The event was organized by Jiří Havel and Ladislav Vrábel. Both describe themselves as politically unaffiliated citizens. There were other people on stage with them, including pro-Russian activist Žarko Jovanović, as security analyst Roman Máca of the Institute for Politics and Security noted. Energy expert Vladimír Štěpán and lawyer Jana Zwyrtek Hamplová also arrived.
Prime Minister Petr Fiala said on Saturday that “the demonstration was called by forces that claim to be pro-Russian.” At the weekend, he added that, according to him, people have the right to express their views and demonstrate. “That’s democracy and that’s how I look at it,” added Fiala for Czech Television. He repeated his statement on Monday (we wrote here).
“I stand by my statement, which did not refer to the protesters, but to the organizers. The demonstration was organized by members of the Russian fifth column. There is enough evidence. Just look at who was on stage and what they were saying,” wrote Fiala. “According to them, the solution to expensive energy is withdrawal from NATO and the EU. They want to make us a vassal of Moscow again. And that needs to be named and confronted. There is a way to manage expensive energy – we are finalizing a national solution, we are also working on a European project,” added the Prime Minister.
According to him, it will be clear during September. “We do not underestimate citizens’ concerns. A long time ago, we also announced a robust support program for all those who will still have problems managing inflation. We have the fourth largest aid in Europe,” Fiala said on Twitter on Monday. “I am convinced that there will be no need to go to the square for similar dubious events. That won’t help anyone with expensive bills,” he added.
The Austrian vice-premier spoke more deliberately on Saturday. “I take seriously the concerns of the people who came to Václavák. Splitting society is one of the objectives of the hybrid war we face. We can’t let him. That is why we are working on solutions that will alleviate people’s fear of the future.
But those solutions do not lie in leaning towards Putin’s Russia, I do not agree with the speakers on that,” he said on Twitter.
The Minister of Industry and Trade, Jozef Síkela, expressed regret over the fear and concerns of the people who came to the demonstration. “I will do everything to communicate even more and explain more without embellishment what our situation is, but also that we have instructions on how to solve the situation,” assures the minister.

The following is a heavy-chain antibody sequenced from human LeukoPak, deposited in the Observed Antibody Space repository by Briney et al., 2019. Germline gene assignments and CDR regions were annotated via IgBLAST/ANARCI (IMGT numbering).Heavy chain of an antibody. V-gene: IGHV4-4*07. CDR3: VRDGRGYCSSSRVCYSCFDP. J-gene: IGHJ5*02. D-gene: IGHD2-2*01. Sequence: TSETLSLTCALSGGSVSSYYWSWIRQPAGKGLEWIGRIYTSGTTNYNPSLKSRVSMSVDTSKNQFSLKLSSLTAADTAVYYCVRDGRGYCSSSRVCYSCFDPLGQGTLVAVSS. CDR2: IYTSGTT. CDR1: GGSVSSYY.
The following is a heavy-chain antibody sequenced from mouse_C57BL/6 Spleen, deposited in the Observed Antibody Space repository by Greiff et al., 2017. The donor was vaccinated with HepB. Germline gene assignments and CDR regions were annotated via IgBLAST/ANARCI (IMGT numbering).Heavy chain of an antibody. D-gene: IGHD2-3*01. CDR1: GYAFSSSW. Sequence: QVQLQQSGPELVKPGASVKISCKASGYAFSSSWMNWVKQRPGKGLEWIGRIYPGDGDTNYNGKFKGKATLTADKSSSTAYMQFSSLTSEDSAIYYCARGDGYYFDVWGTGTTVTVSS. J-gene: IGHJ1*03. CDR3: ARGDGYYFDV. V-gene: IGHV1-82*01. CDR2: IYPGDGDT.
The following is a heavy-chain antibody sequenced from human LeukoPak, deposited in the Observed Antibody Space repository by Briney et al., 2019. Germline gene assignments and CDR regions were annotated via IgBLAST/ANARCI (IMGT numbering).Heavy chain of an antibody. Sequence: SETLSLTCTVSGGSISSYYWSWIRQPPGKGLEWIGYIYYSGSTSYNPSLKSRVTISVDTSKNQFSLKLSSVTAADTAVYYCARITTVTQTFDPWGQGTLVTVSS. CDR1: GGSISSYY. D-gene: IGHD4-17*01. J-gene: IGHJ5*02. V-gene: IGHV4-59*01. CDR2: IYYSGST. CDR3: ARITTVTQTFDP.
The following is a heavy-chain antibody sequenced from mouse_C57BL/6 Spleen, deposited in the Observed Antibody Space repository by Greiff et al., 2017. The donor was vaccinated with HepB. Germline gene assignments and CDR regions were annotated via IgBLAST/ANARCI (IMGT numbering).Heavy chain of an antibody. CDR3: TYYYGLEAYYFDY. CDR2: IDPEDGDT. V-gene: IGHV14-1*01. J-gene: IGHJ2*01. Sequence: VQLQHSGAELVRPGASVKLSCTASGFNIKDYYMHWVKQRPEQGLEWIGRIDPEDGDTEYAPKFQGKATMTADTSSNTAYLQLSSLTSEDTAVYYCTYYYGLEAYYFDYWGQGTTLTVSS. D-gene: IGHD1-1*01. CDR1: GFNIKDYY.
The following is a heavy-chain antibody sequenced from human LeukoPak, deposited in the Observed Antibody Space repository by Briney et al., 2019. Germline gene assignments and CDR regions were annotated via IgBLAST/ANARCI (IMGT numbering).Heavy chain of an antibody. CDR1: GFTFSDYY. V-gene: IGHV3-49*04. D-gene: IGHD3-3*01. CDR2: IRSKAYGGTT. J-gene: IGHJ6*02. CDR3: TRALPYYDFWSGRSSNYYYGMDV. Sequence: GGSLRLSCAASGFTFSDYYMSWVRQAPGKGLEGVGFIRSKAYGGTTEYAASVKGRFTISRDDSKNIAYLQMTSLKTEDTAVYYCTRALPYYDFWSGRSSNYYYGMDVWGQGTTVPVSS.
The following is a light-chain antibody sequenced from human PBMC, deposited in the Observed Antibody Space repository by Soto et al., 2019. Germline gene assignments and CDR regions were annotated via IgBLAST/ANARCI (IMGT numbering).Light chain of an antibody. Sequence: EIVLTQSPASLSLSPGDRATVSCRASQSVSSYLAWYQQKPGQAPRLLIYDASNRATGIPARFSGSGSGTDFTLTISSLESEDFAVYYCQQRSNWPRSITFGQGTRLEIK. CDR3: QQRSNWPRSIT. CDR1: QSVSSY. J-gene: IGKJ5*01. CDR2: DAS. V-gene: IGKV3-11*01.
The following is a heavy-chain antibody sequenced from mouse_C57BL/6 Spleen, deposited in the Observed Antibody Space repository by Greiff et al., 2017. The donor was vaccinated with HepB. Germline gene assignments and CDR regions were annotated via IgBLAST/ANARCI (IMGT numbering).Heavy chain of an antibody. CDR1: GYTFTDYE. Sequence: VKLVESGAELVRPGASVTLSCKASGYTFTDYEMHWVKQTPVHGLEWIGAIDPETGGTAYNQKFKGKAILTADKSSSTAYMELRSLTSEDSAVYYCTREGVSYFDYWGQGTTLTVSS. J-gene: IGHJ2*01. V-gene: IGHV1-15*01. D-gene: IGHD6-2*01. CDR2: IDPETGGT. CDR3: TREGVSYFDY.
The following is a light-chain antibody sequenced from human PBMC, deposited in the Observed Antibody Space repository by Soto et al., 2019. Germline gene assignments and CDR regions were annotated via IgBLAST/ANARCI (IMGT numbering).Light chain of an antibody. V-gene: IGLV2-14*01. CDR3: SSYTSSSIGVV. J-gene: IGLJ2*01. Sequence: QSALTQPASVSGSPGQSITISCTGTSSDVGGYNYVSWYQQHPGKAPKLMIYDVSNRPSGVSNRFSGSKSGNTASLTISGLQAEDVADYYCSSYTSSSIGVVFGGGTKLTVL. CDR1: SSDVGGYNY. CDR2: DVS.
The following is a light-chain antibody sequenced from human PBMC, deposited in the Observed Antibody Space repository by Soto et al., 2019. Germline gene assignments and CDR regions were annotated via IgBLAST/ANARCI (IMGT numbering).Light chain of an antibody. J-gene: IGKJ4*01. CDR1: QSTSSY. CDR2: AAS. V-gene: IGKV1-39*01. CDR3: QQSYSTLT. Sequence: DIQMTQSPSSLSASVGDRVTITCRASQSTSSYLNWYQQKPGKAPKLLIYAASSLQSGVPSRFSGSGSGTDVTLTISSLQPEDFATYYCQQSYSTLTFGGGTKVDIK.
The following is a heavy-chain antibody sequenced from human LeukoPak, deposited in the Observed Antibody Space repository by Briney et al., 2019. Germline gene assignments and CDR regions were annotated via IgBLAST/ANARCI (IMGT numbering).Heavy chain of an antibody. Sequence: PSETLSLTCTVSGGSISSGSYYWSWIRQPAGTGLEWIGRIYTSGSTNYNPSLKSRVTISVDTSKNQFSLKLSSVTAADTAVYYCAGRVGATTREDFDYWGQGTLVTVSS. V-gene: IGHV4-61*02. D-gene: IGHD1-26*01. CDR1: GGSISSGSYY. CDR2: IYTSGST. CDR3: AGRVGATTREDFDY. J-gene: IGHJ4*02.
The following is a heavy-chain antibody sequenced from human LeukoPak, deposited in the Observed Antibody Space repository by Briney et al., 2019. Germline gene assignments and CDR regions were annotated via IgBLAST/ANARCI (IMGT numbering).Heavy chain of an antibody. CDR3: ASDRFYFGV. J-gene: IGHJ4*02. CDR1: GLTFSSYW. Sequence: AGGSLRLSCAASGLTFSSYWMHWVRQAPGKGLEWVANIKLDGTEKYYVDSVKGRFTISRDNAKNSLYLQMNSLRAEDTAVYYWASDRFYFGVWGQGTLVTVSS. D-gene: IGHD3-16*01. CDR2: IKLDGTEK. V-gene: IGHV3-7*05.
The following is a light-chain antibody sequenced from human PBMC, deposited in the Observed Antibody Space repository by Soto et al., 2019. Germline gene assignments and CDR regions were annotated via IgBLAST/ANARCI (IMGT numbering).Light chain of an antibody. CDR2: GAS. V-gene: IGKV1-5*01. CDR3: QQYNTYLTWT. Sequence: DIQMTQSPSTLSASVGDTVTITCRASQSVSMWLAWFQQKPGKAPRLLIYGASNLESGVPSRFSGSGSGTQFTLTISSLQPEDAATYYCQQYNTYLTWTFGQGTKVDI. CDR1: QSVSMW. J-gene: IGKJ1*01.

The unions are also planning a demonstration
Representatives of the SPD were also supposed to take part in Saturday’s protest, however, shortly before the event, deputy Jiří Kobza said that he was worried about provocations that would try to discredit “patriotic movements and especially the SPD before the municipal, Prague and senate elections.” “I will not participate in the demonstration tomorrow, so as not to give a pretext for any action by the opposing party, which the journalists would subsequently whip up to dizzying heights, ignoring their own dirt,” said Kobza, adding that after the elections (held on September 23 and 24 – editor’s note) the SPD is planning its own action . He did not specify what the event would be.
Trade unionists of the Czech-Moravian Confederation of Trade Unions (ČMKOS) are also calling the protest. They are calling a demonstration in Prague on Wenceslas Square on October 8 because of the current situation. They called on the government to take measures against rising prices and falling living standards in the Czech Republic. Union leaders said this today at a trade union rally against poverty. About a thousand trade unionists from all over the country arrived at the Karlín Forum in Prague.
ČMKOS is the largest trade union headquarters in the country. It covers 31 unions with about 270,000 members. The gathering has traditionally been held every September since 2015. In the past two years, it was not held due to the epidemic.
The trade unionists called their October action “Five Minutes to Twelve”. It will start on Saturday, October 8 at 12:05 p.m. On Monday, at their event, which they describe as a “demonstration meeting”, they criticized the government for inaction. They point to a sharp rise in prices and a real drop in income.
“After a long discussion, we agreed to call a demonstration. One of the reasons is the inaction of the government. The government has until that day (October 8) to take action. Unfortunately, we don’t have much reason to believe that he can do it yet. We are dissatisfied, angry, determined to fight for a better Czech Republic. The government has enough time to act,” said ČMKOS leader Josef Středula, who is now collecting signatures for his candidacy for president.
The government objected to the planned union demonstration. The Minister of Labor and Social Affairs, Marian Jurečka, stated on his Twitter that either the unions want to act constructively and look for reasonable solutions in these difficult times, or they want to demonstrate. “In a situation where the government is finalizing a concrete solution for aid at the EU and national level, this announcement by the trade unions does not make sense to me, unless the goal is to demonstrate at all costs,” Jurečka said.